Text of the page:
A new start-up could succeed immensely through the employees hired to work there, and a business could flop and keel over as a result of the staffs you have on ground. People are always quick to blame bad and unworthy employees as the cause of the problems a company is facing, but many employers fail to blame themselves for employing bad and unworthy staffs.There is no smoke without fire, and there is no way a bad worker can find his way into your business or employ unless you hired him.
Poor hiring decisions could be fatal. The following are therefore mistakes you must never make when hiring new workers for your business or organisations:
– Failure to perform background checks – Almost all job candidates submit a list of referees which we end up not checking; and we also fail at checking references that are provided in their CVs or resumes. Many job candidates present falsified academic credentials, and many others supply false job experiences; our failure to check out these references or perform any form of background checks on preferred candidates can lead to hiring a toxic staff that will undermine the commercial integrity of our businesses.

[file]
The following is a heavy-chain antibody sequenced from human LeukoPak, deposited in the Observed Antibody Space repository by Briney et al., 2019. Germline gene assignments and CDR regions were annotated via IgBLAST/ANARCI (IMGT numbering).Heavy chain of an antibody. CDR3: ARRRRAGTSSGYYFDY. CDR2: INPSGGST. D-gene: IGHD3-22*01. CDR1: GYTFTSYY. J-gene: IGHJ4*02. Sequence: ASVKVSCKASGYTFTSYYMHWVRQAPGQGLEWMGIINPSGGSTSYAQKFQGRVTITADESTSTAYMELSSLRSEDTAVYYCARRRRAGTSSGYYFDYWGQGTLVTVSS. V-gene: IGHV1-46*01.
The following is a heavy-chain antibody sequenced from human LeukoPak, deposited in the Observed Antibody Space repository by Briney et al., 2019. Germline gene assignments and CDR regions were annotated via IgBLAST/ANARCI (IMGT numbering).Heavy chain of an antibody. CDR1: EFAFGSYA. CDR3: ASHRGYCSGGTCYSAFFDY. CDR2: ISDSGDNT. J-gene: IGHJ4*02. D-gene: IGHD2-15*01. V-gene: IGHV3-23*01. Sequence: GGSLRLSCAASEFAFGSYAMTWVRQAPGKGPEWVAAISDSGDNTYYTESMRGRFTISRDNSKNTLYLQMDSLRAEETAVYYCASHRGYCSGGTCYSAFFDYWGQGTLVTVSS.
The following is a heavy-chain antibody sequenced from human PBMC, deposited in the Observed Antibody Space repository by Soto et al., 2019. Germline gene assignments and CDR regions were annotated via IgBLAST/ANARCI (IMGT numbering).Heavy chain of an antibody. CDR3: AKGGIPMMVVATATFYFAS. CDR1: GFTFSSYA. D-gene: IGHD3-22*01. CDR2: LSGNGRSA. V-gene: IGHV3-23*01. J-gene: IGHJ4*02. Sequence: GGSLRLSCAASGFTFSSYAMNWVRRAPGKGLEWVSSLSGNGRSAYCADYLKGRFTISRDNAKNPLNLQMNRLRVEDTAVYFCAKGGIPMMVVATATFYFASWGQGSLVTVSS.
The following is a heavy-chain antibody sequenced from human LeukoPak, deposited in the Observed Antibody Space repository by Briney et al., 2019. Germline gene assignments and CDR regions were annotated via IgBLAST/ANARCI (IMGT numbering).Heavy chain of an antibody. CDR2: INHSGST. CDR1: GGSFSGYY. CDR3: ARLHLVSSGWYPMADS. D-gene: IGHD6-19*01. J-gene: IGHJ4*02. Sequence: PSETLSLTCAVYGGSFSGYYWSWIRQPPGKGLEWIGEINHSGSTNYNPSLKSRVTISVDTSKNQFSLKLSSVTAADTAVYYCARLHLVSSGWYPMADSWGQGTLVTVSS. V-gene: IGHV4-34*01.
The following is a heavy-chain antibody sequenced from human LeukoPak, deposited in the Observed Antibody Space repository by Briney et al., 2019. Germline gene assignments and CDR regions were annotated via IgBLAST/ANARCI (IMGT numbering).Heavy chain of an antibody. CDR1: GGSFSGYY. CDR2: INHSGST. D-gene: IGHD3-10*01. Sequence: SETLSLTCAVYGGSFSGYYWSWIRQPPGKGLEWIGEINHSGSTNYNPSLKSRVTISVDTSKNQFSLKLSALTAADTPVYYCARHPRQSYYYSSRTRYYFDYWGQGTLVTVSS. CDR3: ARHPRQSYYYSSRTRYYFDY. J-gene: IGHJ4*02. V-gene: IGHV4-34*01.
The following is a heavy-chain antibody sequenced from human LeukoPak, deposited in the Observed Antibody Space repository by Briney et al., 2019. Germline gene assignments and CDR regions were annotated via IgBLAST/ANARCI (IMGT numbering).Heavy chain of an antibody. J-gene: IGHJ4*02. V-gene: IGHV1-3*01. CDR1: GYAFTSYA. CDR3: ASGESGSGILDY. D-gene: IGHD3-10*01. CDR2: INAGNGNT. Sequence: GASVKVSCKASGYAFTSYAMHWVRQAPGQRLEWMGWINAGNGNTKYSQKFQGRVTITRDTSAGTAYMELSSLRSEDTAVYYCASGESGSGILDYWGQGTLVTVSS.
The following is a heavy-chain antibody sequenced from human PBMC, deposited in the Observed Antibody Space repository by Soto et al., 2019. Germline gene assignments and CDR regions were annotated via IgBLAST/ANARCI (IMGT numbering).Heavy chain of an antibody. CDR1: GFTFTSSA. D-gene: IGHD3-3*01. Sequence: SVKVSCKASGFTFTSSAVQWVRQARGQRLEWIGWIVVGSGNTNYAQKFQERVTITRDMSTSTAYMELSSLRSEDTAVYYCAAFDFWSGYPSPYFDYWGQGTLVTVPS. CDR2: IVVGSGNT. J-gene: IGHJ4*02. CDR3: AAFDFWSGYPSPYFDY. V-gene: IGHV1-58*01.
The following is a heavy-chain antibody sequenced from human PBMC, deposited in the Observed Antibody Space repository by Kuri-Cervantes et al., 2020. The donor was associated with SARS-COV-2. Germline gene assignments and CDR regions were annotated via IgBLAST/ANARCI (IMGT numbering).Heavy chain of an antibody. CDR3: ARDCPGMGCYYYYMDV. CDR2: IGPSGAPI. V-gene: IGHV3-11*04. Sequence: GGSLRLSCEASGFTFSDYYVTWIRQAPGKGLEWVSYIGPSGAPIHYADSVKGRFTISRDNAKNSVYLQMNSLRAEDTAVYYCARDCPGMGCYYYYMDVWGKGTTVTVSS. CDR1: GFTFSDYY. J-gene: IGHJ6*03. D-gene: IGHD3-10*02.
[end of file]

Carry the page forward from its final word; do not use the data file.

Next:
– Hiring based on physical infatuation – Do not every hire an employee based on appealing physical features, or any persuasive glibness. In fact, many employers hire attractive female workers with the ulterior motives of dating them, and the actual act of dating an employee undermines your integrity and could compromise the value of your organisation. You must also not hire attractive females because of their potential to market products and bring in revenues – if they become turncoats and insubordinate you won’t be able to handle them again because of their performance in generating revenues.
– Hiring an unqualified relative – We often get trapped into hiring unqualified personnel because they are either friends or blood relations. This will end up being counter-productive because they may develop the wrong attitudes by reason of their closeness to management, plus the fact that they may not be adequately qualified for the task.
– Not doing on-the-job tests – We often take the words of many preferred candidates for granted without checking it out or holding it out against the light. And this costs us a lot. If a preferred candidate claims she can type 160 words per minute, give her a computer to prove it; if a candidate says he is a qualified editor, give him an error-ridden manuscript to edit; and if a candidate claims he can sell 200 units of products in one week, place him on one-week trial before confirming his appointment. Failure to do this would often be costly to the organisation.
– Seeking candidates with cognate experience – The problem with many organisations is that they are looking for the ideal and perfect candidate – who needs no further training or supervision to do his job. Every new employee needs some orientation on how to do his work to suit the company’s goals and objectives, and how to fit in to the company’s culture. Failure to train or re-train new employees but believing they are experienced enough brings a dismal failure in the organisational system and structure.
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